The source of the Holy of Holies and the Foundation Stone (Even Ha-Shetiya) being called Zion is found in Genesis 28:12, where Jacob is on his way to Haran to find a wife. As the sun sets, he seeks a place to rest. And he finds some stones to place around his head as a protection. (Stones are code in Sefer Yetzirah for letters of the alef-bet.) And Jacob sleeps, and he dreams of a ladder reaching from earth to heaven with angels going up and down upon it. And Hashem, the G-d of Abraham, appears above it. He blesses Jacob and promises to protect him. And He blesses all the families of mankind through Jacob and his children.

And Jacob awoke and said, “How awesome is this place. This is none other than the House of G-d and this is the gateway to heaven.” And then it says, “And Jacob rose early in the morning and set up the stone that he had placed under his head as a pillar, and he poured oil upon it, and he called the name of that place, Bet El, the House of G-d.”

At its core, Zion is that place and that event and all later events that happened in that place. Zion is the glory of G-d as gotten through Israel. Its mercy is above its justice, way above, way way above. Its mercy is the bracha of Melchizedek, King of Jerusalem and priest of Kel Elyon, G-d Most High. The rabbis do not have that bracha, but the Zionist does and the Noahide Ger does.

Eric Hoffer wrote in The True Believer that when a mass movement’s purpose has been fulfilled, its creative phase begins. This is where Zionism is right now. It has fulfilled its purpose of establishing a Jewish homeland, and its creative phase is well underway.

Today, Israel is enhancing the human condition through humanitarian projects and technology, notably the innovative technology of turning sea water into drinking water, and countless other creative gifts to the world. CNN reported two years ago that more capital is being invested in creative research and development in Tel Aviv than any other city in the world.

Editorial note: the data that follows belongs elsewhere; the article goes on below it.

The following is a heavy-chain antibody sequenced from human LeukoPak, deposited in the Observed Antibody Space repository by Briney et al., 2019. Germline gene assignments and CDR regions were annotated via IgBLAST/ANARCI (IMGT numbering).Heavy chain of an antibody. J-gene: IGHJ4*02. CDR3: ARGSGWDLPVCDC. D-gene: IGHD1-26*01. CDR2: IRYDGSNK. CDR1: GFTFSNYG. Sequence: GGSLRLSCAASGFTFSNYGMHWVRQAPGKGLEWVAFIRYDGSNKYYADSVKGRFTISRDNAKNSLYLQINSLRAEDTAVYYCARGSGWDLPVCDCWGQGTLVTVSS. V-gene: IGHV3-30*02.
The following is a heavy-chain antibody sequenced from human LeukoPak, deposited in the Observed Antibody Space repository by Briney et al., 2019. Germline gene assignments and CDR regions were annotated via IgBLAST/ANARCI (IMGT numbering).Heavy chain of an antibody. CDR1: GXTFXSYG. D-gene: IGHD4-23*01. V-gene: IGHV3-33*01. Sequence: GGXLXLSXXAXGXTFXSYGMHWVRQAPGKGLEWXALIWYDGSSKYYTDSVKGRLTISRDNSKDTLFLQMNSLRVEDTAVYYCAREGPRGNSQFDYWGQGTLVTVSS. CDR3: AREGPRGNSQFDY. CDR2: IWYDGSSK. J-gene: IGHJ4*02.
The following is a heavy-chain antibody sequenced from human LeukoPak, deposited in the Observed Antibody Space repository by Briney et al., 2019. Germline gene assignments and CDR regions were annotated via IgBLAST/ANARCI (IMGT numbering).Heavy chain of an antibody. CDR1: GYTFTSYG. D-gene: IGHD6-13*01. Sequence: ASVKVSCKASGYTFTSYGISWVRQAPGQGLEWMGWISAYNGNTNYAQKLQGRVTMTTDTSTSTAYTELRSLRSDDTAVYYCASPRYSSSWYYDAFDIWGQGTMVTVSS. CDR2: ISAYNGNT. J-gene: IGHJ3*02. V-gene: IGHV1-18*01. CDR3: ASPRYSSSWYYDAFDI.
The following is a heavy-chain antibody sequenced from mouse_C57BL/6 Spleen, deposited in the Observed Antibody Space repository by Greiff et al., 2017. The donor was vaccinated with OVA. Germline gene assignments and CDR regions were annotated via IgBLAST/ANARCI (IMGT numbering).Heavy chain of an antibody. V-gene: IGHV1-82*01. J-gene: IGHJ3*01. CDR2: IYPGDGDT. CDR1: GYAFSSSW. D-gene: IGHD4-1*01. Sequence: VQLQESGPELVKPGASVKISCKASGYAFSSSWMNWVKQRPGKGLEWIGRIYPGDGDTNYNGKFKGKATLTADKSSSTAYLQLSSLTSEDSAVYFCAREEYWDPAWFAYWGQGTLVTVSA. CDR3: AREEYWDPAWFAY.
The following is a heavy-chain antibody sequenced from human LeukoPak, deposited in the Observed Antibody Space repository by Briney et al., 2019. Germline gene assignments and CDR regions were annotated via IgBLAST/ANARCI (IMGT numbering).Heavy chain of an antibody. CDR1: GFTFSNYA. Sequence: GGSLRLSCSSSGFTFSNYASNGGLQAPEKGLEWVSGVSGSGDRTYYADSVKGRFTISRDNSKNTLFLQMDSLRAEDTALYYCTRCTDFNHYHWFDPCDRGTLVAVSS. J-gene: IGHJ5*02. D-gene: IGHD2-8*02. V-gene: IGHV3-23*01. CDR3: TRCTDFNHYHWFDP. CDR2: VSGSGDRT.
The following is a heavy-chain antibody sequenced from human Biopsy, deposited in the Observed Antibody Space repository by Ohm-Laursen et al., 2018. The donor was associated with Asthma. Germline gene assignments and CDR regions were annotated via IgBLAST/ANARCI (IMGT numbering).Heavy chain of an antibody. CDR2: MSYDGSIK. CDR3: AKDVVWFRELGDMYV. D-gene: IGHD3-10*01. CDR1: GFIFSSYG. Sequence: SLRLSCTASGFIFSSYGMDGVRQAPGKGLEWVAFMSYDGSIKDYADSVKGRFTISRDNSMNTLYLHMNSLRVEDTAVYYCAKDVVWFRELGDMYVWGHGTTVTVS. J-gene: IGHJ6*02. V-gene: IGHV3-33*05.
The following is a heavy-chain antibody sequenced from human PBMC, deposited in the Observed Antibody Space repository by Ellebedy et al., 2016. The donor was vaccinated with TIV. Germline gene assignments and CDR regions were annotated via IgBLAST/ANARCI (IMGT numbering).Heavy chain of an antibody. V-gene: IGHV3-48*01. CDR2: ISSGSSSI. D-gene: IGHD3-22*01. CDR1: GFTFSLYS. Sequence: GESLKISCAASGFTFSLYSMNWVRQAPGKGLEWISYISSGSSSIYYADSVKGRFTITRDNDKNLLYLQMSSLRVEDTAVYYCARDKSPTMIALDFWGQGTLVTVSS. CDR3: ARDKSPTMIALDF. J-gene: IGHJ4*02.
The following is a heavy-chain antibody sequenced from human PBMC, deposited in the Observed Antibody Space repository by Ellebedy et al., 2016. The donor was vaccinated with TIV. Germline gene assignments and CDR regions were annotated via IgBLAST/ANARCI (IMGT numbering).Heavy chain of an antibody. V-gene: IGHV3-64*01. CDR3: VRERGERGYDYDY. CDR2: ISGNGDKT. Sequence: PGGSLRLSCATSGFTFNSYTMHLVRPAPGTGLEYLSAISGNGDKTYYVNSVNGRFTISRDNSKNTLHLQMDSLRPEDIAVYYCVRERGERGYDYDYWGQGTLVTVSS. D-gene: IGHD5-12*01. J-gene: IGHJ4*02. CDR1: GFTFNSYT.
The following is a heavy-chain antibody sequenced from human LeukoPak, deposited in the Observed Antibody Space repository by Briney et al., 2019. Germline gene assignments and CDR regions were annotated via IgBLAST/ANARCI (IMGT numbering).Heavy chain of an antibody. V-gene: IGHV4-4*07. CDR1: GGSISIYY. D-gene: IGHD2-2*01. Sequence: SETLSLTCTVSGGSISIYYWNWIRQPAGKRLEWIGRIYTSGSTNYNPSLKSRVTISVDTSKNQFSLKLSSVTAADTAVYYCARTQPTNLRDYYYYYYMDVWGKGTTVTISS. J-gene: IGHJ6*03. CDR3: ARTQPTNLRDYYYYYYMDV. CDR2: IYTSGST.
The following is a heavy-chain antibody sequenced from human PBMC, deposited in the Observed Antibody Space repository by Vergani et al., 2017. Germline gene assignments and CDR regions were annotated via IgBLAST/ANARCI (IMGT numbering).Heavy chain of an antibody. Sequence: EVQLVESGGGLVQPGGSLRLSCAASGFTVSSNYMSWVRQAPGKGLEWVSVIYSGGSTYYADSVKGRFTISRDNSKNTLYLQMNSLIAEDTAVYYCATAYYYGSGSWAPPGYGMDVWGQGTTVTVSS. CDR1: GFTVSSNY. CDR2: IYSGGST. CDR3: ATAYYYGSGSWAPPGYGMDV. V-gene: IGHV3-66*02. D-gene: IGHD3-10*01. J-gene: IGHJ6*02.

Perhaps now is the time for Zionism to enter its creative phase spiritually, b’ezrat Hashem. Zionism can bring the world to drink the pure waters of the Torah, as it says (Isaiah 55:1), “Hey, all who are thirsty, go to the water, and whoever has no money, go, buy and eat, and go buy without money and without the price of wine and milk.”

That verse in Isaiah describes the Geulah as an entirely new world. This is where the rabbis get it all wrong. They perceive Geulah as a continuation of Galut, only more so. When the Lubavitcher Rebbe, zy’a, told people to live as if the Geulah were here, his Chassidim ran out and became stricter about their Galut.

The truth is that Redemption and Exile are opposites. Geulah is going to be nothing at all like Galut. It is going to be better than Galut and, therefore, different. The great difference will be what every Jew prays for three times every day: And let our eyes behold Your return to Zion with mercy. Blessed are You, Ado-nai, Who returns His Shechina to Zion.   

Rabbinic Judaism abhors innovation, so it will remain in Galut forever. But Creative Zionism hungers for innovation, especially in the realm of the spirit.

Geulah is all about the revelation of G-d. And gilui Shechina does not exist in the religion of Galut, which is almost entirely din, strict justice. The religion of Geulah is not almost entirely mercy, it is absolutely entirely mercy, for it says, “G-d is good to all. His mercy is above all His works.”

Even today, the revelation of G-d exists in Zionism. Creative Zionism is Geulah. And Geulah is freedom. And freedom is the first of the new protocols of the Elders of Zion.

Next blogpost: Understanding Creative Zionism.


Chaim Clorfene